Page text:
Sunday, October 14, 2018

Warming the bones

The flannelette sheets are gone from the bed. We're wearing fewer layers of clothing - no more "double pants", as we call it when you wear tights or thermals under your trousers. No more puffy jackets. The sunny days have been perfect for getting outdoors. We've had to start watering in the garden again, which I kind of enjoy doing in the longer evenings after dinner. Yesterday, we were able to tick a job off the list that required a dry and sunny weekend: staining the chook shed to protect the wood from the elements.

Every single one of our young fruit trees has flowered this year: the quince, the medlar, the plums, the peach, the cherries, apples, pears and even the apricot tree that we've had no luck at all with so far.

 And best of all - the warmer weather is perfect for a beer in the garden with the dogs at the end of a day of getting stuff done. Hard to beat.

Tuesday, October 9, 2018

Oktoberfest 2018

Another Oktober, another fest at our place. Cases of German beer, pretzels from the Brezel Backerei in Sandy Bay, bratwurst and weisswurst from Ziggy's, home made cucumber salad, braised red cabbage and apricot streuselkuchen with cream, of course. Friends brought delicious potato salad and sauerkraut, and gorgeous individual apple strudels. So many of my favourite things in one day! This year, we were blessed with perfect spring weather. We invited everyone to get into the spirit with Bavarian costumes and it was brilliant to see the effort people went to. Too much fun! And even the preparation and clean up was fun, thanks to friends from Sydney who stayed the weekend and helped with everything. When you can't be at the real thing in Munich, this sure comes a close second.

Monday, October 8, 2018

Fairy egg

One morning last week I checked the nest box in the chook shed when I went to let the girls out for the day, and found a teeny tiny little egg in the straw. It looks like a classic brown speckled Barnevelder egg, only smaller than a quail egg! Turned to Google and discovered it's a common occurrence called a "fairy egg", or its less attractive name, a "fart egg". When young pullets first start laying, their first few eggs are often small, but not this small... apparently, it's due to some kind of disturbance in the hen's reproductive system, disruption to their normal routine or stress.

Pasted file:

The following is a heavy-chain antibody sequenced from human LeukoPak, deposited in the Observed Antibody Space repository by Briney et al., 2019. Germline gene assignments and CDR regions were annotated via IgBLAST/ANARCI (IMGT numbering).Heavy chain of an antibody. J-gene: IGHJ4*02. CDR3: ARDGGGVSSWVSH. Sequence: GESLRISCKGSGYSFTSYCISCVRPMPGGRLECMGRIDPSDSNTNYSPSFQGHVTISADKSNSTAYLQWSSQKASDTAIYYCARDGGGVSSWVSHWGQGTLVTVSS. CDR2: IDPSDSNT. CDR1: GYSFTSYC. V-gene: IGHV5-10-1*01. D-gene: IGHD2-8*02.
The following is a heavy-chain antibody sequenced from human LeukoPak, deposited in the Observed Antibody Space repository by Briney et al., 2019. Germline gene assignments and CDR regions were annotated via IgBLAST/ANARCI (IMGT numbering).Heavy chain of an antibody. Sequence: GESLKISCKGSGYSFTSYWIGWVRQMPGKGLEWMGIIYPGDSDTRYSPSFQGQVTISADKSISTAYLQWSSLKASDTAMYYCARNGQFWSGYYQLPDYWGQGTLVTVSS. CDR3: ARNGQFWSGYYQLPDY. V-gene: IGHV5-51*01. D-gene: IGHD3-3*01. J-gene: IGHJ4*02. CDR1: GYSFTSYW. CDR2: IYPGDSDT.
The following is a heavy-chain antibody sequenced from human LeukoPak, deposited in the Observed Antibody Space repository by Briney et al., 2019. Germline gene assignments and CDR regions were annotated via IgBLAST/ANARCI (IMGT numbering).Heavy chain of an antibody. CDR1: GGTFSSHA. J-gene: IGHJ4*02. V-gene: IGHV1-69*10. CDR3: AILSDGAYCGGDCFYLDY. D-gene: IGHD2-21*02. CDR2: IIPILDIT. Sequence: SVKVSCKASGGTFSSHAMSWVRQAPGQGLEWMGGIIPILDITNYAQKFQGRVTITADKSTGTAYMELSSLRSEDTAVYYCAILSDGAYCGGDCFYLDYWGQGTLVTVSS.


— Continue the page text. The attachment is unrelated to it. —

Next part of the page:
Wednesday, September 19, 2018

Roosters pretending to be hens

Here goes. I know this sounds weird. And maybe you'll think I'm silly or stupid or both. But there are three "hens" in my flock of 16 birds who are actually roosters. At least, they definitely WERE male. They are now camouflaged as hens. I want to dispatch them, as I'm not keen on feeding three birds that are not laying eggs and there are enough of them in the chook shed... but the problem is, I can't tell them apart from the hens, so I might not be dispatching the right birds!

That's the short story. The longer version is this. Of the last little batch of four Barnevelder chicks hatched back in March, unfortunately three turned out to be male. They were clearly boys - stood taller, had thicker yellower legs, their combs developed quicker. When they outgrew their little chook tractor, I didn't want to move the girl in with the older birds on her own, as she was smaller and I thought she would get picked on. Chooks are nasty that way. So I decided to move all four young birds in with the flock, where they pretty much kept to themselves and seemed to get on fine.